and then you are going to pull her face around quite tightly.
-That doesn't hurt, does it?
Then you're going to spin really quickly round so she loses balance.
All right. Go.
Oh, hey. Look at that!
Once they're on their back, they don't struggle.
It looks simple enough. Dom's turn.
I've now got it under my control.
Knee in the bum.
Knee in the shoulder.
Now, don't even think about trying this yourselves.
We have a highly skilled expert with us.
And it isn't Dom!
Helen, can we get another one on its back, please?
Then Dom can do the hooving, cos he can't do it.
Helen, what's he putting those on for?
Because he is going to have a little look in between Timmy's toes,
and there might be some unpleasant stuff in there.
If the groove in the hoof stinks, it could mean that Timmy has a dangerous infection.
Where do I put my finger? How old can it be, this matter in here?
Ah, it is greenish.
Time for a sniff.
Not as awful as I thought it was going to be, to be honest.
-If it is just poo, that's fine.
-All clear. Sort of.
We're going to pop a little anti-bacterial spray in there.
Is it true that sheep follow each other around and copy each other?
They are not the most intelligent animals, so they do copy each other.
BOTH: How about that then?
Zac and Finley are working behind the scenes at a world famous wildlife hospital.
Lovely weather, isn't it, boys? Nice weather for ducks.
What's the next animal we're going to meet?
We're going to move the ducklings
on to the big pool because they've grown up now.
These ducklings arrived here a month ago after being separated from Mum.
They don't even know how to swim yet.
We have got to be like sheepdogs and shepherd them.
We're not going to touch them. We're just going to talk like ducks.
-Is he being serious?
-Can you talk duck talk?
Yes, they can, Les. Let's do duck herding.
Dick and I are going to walk them out. Come on, kids.
Move in a bit on them. Move in, on a bit forward. Come forward.
-'And it isn't as easy as shepherd Les predicted.'
-They've legged it.
This could take quite some time.
Keep going. Keep going.
He is a grown man talking to ducklings like they are his pets.
Come on you. Keep going. Keep going.
Keep going. Come on, keep going. Keep going.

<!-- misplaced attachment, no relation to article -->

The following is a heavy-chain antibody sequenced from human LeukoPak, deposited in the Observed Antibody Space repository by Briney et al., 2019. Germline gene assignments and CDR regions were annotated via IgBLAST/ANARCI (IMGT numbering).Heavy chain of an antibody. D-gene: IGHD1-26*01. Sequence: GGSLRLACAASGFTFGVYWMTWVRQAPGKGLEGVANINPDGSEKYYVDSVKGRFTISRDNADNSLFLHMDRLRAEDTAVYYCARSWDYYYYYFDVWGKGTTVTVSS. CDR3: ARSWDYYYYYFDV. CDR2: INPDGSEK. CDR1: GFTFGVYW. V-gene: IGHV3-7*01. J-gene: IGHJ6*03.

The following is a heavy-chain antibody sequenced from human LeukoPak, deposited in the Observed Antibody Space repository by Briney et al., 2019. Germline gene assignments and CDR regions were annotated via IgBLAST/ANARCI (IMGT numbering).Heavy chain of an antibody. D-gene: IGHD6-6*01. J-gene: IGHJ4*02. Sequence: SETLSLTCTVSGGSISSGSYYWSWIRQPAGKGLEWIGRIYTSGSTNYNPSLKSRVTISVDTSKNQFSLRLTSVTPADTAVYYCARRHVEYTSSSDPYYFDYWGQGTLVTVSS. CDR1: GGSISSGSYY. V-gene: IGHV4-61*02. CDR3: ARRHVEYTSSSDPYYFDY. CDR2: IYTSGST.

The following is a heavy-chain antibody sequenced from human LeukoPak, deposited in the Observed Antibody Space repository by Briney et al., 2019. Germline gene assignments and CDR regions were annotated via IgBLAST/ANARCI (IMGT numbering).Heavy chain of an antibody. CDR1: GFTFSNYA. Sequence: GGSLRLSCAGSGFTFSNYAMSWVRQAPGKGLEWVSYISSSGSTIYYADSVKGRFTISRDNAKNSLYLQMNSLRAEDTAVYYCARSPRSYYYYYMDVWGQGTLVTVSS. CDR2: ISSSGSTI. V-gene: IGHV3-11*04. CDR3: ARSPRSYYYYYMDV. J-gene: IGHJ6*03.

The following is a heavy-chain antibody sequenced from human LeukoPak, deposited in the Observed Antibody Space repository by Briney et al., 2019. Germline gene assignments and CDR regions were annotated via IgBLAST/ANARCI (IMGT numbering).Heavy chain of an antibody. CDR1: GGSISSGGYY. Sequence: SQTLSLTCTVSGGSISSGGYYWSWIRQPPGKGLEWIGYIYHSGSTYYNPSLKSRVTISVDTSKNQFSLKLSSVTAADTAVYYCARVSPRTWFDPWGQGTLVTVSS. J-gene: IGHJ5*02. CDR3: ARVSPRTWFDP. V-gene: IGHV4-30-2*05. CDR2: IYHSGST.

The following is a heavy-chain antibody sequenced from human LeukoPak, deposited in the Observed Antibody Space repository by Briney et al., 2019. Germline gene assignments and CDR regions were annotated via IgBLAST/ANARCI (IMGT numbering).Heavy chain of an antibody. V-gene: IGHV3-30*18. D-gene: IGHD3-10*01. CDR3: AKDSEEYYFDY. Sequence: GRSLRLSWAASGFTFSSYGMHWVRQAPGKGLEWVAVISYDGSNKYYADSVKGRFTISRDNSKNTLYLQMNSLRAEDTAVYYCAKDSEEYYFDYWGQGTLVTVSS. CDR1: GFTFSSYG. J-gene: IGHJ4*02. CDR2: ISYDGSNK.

Stage one, complete and that was the easy bit.
Quack. Quack. Quack.
That way! Go that way!
-Just keep them going.
-Onwards and upwards.
We've lost one. We've lost one.
It's all under control.
Yes, Les, we seem to have a bit of a problem here.
Good catch. You have lost your friends. That way. Come on.
All seven ducklings reunited, now the difficult bit.
Will they sink or swim in their new pool?
There is a duck under the bench now.
This is quackers!
-do the jokes!
-We've got it under control now, boys.
-You're doing brilliantly.
Keep them together.
This is the ducklings' first ever swim.
Look at that. These ducklings are swimming for the very first time.
Zac and Finley have coached them perfectly.
It looks like they have taken to it like ducks to water.
You can put duck herding down as one of your new-found skills, boys.
And rewards aplenty coming up for Zac and Finley when they are allowed
special access into the private wing of the birds of prey hospital.
Alex and Josh were more into football than fur balls,
but they are coming round to the idea that animals can be rewarding.
I bet you can't guess what kind of animal you'll be working with next.
-Don't get cheeky. No, it is a horse.
Look at this beautiful horse. Oh, no, it is Neil! Hello, Neil.
How are you doing, fellas?
Oh, dear. A little bit scared of me.
No wonder Mack isn't pleased to see me - I've just called him a horse
when he is in fact an Exmoor pony. I'll give him a mint.
-He's your friend now.
-There you go.
-He is anybody's for a chewy mint.
Mack came here to be looked after because he has sweet itch -
an allergy to flee bites that makes him itch.
-How on earth does that horse scratch himself?
-Turn round and have a look.
That's him scratching his neck. If he were in a field with wire -
which we don't use - he would scratch himself on barbed wire.
Ponies are basically shorter, fatter horses with more hair.
They poo up to 15 times a day
and the boys can smell a dirty job coming!
Well, Mack has gone.
But his poo is still there, but not for long,
you're going to get rid of it.
Nothing fazes these two, does it?
I'm doing my best to be supportive.
Put your back into it!
It is like a tennis ball size.
That's more like it.
Big shovel load.
Otherwise it means more journeys.
Once the poo is all cleaned, the boys make Mack's bed
with some nice, fresh straw.
This job needs doing every single day.
To be honest, you are doing a really good.
Less poo. More new strew, happy pony.
They are right into their stride now.
Mack can come back to his nice, clean home
all ready to muck up again.
Thank you, boys.
Alex and Josh are show-jumping later with a lady British bulldog.
-It is different.
-Come on, Rosie. Come on, Rosie.
First, Dom has a chip on his shoulder.
Actually, it's in his hand.
This chip doesn't go in here, it goes in you.
This tortoise needs a microchip.
Basically, if it gets lost or someone else finds it
then on the microchip
is its name, its phone number, its address, its favourite colour...
Yes, OK, OK, I get the idea.
It is like a barcode kind of thing.
-Right, boys. I'm going to need some help with this
because it is actually quite difficult.